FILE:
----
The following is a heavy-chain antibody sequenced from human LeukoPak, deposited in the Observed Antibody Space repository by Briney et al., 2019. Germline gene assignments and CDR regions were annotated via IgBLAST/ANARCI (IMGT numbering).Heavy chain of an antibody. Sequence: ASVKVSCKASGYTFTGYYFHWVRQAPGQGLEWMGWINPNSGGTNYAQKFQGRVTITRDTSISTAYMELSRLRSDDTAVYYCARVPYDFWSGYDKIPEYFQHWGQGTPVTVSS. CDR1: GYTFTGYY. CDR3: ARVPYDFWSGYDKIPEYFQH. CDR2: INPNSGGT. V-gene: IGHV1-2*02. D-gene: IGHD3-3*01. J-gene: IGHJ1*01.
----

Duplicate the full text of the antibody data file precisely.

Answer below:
The following is a heavy-chain antibody sequenced from human LeukoPak, deposited in the Observed Antibody Space repository by Briney et al., 2019. Germline gene assignments and CDR regions were annotated via IgBLAST/ANARCI (IMGT numbering).Heavy chain of an antibody. Sequence: ASVKVSCKASGYTFTGYYFHWVRQAPGQGLEWMGWINPNSGGTNYAQKFQGRVTITRDTSISTAYMELSRLRSDDTAVYYCARVPYDFWSGYDKIPEYFQHWGQGTPVTVSS. CDR1: GYTFTGYY. CDR3: ARVPYDFWSGYDKIPEYFQH. CDR2: INPNSGGT. V-gene: IGHV1-2*02. D-gene: IGHD3-3*01. J-gene: IGHJ1*01.